KAEDE’s sound is multilayered, deep, wide, and well extended. Apposed to each other in any recording, bass, mids, and treble stand out, sometimes quite aloof. Ocharaku’s flagship earphone tends to infuse edge into almost any music without being fatiguing. It’s not an over-active treble, it’s succinct layering. The price you pay is low isolation and unwieldy fit. If you can get by those two hurdles (and the price), there’s nothing really like it.

If you really really love minute detail in treble, the stuff only balanced armature earphones supply, I cannot recommend KAEDE. It has loads of detail, but most of that is shown off in contrasting each frequency channel in contrasty vectors. Minute details are present, but not magnified as they seem to be when spit out by balanced armature earphones. Yet, because KAEDE retains excellent control over its tangible sound signature, detail, as it applies to feeling and the sonorous movement of air, is there in spades. It’s just a different sort of detail. And I’ll be honest and say I dig it completely. If I had to live with one earphone, I would choose KAEDE in a heartbeat, despite losing some isolation.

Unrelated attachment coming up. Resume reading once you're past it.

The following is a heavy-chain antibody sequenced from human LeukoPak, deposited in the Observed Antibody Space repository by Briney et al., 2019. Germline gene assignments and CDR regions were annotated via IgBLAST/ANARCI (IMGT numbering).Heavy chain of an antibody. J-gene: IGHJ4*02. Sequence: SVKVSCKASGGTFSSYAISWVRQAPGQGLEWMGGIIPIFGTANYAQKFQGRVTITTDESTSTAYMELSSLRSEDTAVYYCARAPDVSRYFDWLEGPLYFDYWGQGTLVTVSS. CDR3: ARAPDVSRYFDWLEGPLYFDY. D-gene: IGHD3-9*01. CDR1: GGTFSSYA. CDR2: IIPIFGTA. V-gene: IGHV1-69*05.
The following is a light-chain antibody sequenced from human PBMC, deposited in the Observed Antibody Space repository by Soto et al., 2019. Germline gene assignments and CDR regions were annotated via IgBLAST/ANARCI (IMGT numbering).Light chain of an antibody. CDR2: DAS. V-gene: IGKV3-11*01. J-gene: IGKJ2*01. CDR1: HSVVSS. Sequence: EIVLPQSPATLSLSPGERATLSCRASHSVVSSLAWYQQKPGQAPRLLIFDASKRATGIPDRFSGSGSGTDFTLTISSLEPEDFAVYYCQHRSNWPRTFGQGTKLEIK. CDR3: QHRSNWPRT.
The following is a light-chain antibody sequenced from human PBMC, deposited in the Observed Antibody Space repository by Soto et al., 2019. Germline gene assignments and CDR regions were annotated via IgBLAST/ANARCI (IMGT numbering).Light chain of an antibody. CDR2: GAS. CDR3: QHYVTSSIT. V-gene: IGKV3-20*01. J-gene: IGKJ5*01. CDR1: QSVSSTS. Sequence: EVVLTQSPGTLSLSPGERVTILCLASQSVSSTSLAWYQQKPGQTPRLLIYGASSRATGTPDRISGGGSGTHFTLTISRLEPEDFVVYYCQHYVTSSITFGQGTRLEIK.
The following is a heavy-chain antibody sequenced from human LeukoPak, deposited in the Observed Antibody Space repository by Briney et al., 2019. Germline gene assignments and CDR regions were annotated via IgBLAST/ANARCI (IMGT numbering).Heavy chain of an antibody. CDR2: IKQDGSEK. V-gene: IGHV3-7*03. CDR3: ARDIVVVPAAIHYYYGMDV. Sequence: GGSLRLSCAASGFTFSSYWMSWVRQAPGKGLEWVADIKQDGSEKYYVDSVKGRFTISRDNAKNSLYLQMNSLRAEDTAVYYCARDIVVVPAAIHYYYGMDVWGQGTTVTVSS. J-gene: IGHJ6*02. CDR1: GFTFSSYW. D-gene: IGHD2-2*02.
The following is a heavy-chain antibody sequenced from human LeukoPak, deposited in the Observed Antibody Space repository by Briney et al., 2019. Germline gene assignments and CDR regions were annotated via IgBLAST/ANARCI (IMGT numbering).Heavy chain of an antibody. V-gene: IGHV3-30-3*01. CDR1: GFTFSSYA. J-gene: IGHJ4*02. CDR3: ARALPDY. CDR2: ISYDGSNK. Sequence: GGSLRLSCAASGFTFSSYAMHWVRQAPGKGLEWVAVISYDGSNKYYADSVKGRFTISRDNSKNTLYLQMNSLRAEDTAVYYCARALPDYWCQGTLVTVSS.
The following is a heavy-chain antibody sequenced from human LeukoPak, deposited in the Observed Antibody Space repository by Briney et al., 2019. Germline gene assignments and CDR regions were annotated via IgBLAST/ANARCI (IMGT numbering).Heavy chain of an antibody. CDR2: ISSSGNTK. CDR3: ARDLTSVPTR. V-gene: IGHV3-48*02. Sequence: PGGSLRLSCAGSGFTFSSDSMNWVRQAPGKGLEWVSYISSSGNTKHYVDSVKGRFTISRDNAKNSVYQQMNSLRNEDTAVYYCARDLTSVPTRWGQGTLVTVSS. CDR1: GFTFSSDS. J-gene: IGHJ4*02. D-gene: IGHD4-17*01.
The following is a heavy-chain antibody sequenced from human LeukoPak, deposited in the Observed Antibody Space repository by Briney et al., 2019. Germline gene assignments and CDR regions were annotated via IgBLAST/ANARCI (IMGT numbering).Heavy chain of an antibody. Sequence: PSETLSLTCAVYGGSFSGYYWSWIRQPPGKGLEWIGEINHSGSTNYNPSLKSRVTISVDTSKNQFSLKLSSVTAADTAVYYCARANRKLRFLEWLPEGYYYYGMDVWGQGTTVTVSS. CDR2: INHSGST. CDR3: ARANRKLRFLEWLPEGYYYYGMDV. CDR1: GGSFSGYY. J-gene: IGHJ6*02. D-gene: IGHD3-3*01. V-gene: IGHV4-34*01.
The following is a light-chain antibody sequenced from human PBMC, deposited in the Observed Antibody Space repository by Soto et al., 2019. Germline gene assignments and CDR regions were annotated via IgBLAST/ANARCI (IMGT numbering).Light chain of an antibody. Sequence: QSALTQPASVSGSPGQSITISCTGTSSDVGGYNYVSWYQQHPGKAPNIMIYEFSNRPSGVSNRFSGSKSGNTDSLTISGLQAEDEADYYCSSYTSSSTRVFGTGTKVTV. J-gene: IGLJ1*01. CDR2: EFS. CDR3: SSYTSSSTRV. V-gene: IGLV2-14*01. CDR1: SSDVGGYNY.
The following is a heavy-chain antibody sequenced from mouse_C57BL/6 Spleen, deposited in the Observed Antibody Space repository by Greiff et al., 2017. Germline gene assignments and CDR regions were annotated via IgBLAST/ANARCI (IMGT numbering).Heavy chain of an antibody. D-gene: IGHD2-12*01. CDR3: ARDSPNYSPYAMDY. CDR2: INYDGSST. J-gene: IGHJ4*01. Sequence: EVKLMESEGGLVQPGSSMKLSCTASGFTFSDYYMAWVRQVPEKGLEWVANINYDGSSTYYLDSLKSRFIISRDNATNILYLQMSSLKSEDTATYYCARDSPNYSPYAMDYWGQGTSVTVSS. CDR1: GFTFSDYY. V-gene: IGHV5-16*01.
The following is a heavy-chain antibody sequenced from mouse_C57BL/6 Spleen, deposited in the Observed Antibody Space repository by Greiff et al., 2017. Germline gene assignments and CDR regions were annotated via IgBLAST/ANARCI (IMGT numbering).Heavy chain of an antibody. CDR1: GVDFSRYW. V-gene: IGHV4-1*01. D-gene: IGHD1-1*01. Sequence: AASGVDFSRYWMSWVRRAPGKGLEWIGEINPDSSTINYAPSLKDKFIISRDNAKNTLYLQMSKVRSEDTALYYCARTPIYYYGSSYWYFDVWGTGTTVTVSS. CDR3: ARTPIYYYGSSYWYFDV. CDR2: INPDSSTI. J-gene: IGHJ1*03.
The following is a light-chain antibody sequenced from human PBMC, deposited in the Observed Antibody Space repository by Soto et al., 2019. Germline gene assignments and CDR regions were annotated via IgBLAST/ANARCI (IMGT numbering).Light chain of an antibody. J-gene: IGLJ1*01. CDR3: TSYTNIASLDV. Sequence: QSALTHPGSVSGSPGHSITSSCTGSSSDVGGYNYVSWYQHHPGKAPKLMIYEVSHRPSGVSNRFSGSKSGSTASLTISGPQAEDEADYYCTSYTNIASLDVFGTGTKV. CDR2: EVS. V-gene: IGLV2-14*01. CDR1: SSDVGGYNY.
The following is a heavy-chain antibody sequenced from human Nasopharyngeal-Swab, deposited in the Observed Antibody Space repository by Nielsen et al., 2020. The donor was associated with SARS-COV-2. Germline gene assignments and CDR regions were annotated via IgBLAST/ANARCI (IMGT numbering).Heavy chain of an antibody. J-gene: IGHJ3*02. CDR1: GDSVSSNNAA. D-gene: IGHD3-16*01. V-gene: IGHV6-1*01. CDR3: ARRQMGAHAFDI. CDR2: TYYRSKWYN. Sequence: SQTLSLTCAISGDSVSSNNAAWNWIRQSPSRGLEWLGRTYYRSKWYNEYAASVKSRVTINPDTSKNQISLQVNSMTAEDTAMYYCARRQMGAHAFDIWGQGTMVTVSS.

Regarding Sensitivity
At 104dB both SUI and KAEDE are semi-sensitive earphones. They can detect noise from many sources, though at much lower volumes than the likes of FitEar’s earphones and certainly less than Sleek Audio’s CT7. Once music kicks in, noise isn’t a problem like it can be with other earphones. For this reason, noisy players like Sony’s Walkman and the first generation iPod shuffle are fully listenable with only minor annoyance.

Regarding Amping
Unless you have a source with a very high headphone output, or that is extremely underpowered, an amp isn’t necessary. Neither earphone pose too much a load on any modern headphone output. Mr. Yamagishi mentioned that he wanted people to enjoy music on any source. He didn’t design KAEDE or SUI as high end products to be fitted to high end gear. He designed them to sound great on anything. And they do. I would recommend not using an amp unless you are keen on a certain brand of sound the amp adds to the sound. In the majority of cases, you won’t get better sound by using an amp.

Out and About
As a semi-open earphone that rings in at over 700$, KAEDE isn’t ideal for use out in the Big Apple where a tech savvy thug could make it disappear in a New York minute. A few minutes’ chase and much muscle-flexing later, the KAEDE is back in your paws. But, the thug has sweated on it, and in his/her haste to outpace you, bashed it against walls and broken parking meters. The cable still looks good, but that beautiful maple exterior is pock-marked like old Luna. Bugger that. At least you can still slide your iPod into your pocket and string the KAEDE’s cable through your shirt. There’s plenty of slack there. After beating down a would-be crook, you’re feeling pretty good about yourself. And there’s a new rawness in your music.